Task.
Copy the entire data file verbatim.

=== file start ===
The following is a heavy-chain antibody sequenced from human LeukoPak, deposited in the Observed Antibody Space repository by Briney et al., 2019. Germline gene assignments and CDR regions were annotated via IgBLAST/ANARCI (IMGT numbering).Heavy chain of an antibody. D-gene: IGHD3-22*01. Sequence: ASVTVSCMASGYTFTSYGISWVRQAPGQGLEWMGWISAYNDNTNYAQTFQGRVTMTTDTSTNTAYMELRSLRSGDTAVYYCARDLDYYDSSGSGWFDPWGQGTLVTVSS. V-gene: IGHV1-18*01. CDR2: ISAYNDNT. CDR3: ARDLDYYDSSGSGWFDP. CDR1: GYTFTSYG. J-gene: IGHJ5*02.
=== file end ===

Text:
The following is a heavy-chain antibody sequenced from human LeukoPak, deposited in the Observed Antibody Space repository by Briney et al., 2019. Germline gene assignments and CDR regions were annotated via IgBLAST/ANARCI (IMGT numbering).Heavy chain of an antibody. D-gene: IGHD3-22*01. Sequence: ASVTVSCMASGYTFTSYGISWVRQAPGQGLEWMGWISAYNDNTNYAQTFQGRVTMTTDTSTNTAYMELRSLRSGDTAVYYCARDLDYYDSSGSGWFDPWGQGTLVTVSS. V-gene: IGHV1-18*01. CDR2: ISAYNDNT. CDR3: ARDLDYYDSSGSGWFDP. CDR1: GYTFTSYG. J-gene: IGHJ5*02.